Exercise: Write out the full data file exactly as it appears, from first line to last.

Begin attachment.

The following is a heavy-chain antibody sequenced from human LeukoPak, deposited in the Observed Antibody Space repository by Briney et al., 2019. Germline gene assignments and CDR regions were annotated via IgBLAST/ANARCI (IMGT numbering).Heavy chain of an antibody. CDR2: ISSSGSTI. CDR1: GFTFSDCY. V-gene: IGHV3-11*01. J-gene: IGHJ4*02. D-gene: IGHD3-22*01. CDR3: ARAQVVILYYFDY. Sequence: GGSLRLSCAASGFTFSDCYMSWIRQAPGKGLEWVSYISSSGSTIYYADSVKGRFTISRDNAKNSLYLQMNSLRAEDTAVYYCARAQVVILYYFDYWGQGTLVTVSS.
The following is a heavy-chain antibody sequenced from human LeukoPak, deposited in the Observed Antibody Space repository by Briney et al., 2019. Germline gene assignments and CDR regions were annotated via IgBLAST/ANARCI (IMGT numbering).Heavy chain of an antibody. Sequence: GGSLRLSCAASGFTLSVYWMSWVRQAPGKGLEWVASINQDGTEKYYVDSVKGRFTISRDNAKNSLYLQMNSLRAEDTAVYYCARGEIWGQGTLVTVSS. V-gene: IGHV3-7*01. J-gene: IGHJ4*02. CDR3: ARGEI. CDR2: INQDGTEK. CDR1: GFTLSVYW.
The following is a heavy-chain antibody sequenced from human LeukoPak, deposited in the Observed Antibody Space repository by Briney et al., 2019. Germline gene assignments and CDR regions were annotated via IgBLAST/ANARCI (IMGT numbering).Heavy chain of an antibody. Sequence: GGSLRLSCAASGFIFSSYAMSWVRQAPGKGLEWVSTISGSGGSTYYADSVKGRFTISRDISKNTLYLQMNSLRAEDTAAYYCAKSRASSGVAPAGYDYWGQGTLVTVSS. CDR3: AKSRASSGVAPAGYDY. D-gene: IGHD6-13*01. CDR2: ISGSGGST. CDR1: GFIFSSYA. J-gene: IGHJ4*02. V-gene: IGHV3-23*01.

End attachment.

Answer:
The following is a heavy-chain antibody sequenced from human LeukoPak, deposited in the Observed Antibody Space repository by Briney et al., 2019. Germline gene assignments and CDR regions were annotated via IgBLAST/ANARCI (IMGT numbering).Heavy chain of an antibody. CDR2: ISSSGSTI. CDR1: GFTFSDCY. V-gene: IGHV3-11*01. J-gene: IGHJ4*02. D-gene: IGHD3-22*01. CDR3: ARAQVVILYYFDY. Sequence: GGSLRLSCAASGFTFSDCYMSWIRQAPGKGLEWVSYISSSGSTIYYADSVKGRFTISRDNAKNSLYLQMNSLRAEDTAVYYCARAQVVILYYFDYWGQGTLVTVSS.
The following is a heavy-chain antibody sequenced from human LeukoPak, deposited in the Observed Antibody Space repository by Briney et al., 2019. Germline gene assignments and CDR regions were annotated via IgBLAST/ANARCI (IMGT numbering).Heavy chain of an antibody. Sequence: GGSLRLSCAASGFTLSVYWMSWVRQAPGKGLEWVASINQDGTEKYYVDSVKGRFTISRDNAKNSLYLQMNSLRAEDTAVYYCARGEIWGQGTLVTVSS. V-gene: IGHV3-7*01. J-gene: IGHJ4*02. CDR3: ARGEI. CDR2: INQDGTEK. CDR1: GFTLSVYW.
The following is a heavy-chain antibody sequenced from human LeukoPak, deposited in the Observed Antibody Space repository by Briney et al., 2019. Germline gene assignments and CDR regions were annotated via IgBLAST/ANARCI (IMGT numbering).Heavy chain of an antibody. Sequence: GGSLRLSCAASGFIFSSYAMSWVRQAPGKGLEWVSTISGSGGSTYYADSVKGRFTISRDISKNTLYLQMNSLRAEDTAAYYCAKSRASSGVAPAGYDYWGQGTLVTVSS. CDR3: AKSRASSGVAPAGYDY. D-gene: IGHD6-13*01. CDR2: ISGSGGST. CDR1: GFIFSSYA. J-gene: IGHJ4*02. V-gene: IGHV3-23*01.